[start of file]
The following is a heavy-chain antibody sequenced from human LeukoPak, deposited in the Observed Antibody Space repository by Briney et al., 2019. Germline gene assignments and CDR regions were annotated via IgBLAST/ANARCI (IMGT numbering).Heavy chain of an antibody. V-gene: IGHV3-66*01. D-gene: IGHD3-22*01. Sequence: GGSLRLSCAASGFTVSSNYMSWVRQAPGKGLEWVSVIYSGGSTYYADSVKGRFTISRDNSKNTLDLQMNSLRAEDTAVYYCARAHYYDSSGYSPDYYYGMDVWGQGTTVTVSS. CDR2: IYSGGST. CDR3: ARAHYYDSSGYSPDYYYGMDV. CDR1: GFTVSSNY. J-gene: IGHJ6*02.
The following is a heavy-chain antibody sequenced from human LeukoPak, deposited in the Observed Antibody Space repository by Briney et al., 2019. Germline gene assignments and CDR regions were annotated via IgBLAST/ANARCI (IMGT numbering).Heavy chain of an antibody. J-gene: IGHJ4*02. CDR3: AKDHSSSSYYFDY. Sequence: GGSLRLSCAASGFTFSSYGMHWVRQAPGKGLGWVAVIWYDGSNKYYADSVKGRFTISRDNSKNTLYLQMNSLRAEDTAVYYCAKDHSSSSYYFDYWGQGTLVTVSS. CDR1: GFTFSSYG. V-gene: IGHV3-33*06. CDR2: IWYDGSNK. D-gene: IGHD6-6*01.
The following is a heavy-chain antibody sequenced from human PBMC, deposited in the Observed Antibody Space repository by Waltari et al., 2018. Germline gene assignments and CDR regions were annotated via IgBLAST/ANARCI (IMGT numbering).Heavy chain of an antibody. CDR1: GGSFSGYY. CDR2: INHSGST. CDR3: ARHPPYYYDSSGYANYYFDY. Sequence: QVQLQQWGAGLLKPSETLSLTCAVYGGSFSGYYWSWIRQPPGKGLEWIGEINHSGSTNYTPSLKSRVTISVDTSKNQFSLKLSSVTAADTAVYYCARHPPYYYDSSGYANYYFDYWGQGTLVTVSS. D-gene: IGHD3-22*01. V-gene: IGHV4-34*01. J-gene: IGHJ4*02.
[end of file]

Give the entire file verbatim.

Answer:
The following is a heavy-chain antibody sequenced from human LeukoPak, deposited in the Observed Antibody Space repository by Briney et al., 2019. Germline gene assignments and CDR regions were annotated via IgBLAST/ANARCI (IMGT numbering).Heavy chain of an antibody. V-gene: IGHV3-66*01. D-gene: IGHD3-22*01. Sequence: GGSLRLSCAASGFTVSSNYMSWVRQAPGKGLEWVSVIYSGGSTYYADSVKGRFTISRDNSKNTLDLQMNSLRAEDTAVYYCARAHYYDSSGYSPDYYYGMDVWGQGTTVTVSS. CDR2: IYSGGST. CDR3: ARAHYYDSSGYSPDYYYGMDV. CDR1: GFTVSSNY. J-gene: IGHJ6*02.
The following is a heavy-chain antibody sequenced from human LeukoPak, deposited in the Observed Antibody Space repository by Briney et al., 2019. Germline gene assignments and CDR regions were annotated via IgBLAST/ANARCI (IMGT numbering).Heavy chain of an antibody. J-gene: IGHJ4*02. CDR3: AKDHSSSSYYFDY. Sequence: GGSLRLSCAASGFTFSSYGMHWVRQAPGKGLGWVAVIWYDGSNKYYADSVKGRFTISRDNSKNTLYLQMNSLRAEDTAVYYCAKDHSSSSYYFDYWGQGTLVTVSS. CDR1: GFTFSSYG. V-gene: IGHV3-33*06. CDR2: IWYDGSNK. D-gene: IGHD6-6*01.
The following is a heavy-chain antibody sequenced from human PBMC, deposited in the Observed Antibody Space repository by Waltari et al., 2018. Germline gene assignments and CDR regions were annotated via IgBLAST/ANARCI (IMGT numbering).Heavy chain of an antibody. CDR1: GGSFSGYY. CDR2: INHSGST. CDR3: ARHPPYYYDSSGYANYYFDY. Sequence: QVQLQQWGAGLLKPSETLSLTCAVYGGSFSGYYWSWIRQPPGKGLEWIGEINHSGSTNYTPSLKSRVTISVDTSKNQFSLKLSSVTAADTAVYYCARHPPYYYDSSGYANYYFDYWGQGTLVTVSS. D-gene: IGHD3-22*01. V-gene: IGHV4-34*01. J-gene: IGHJ4*02.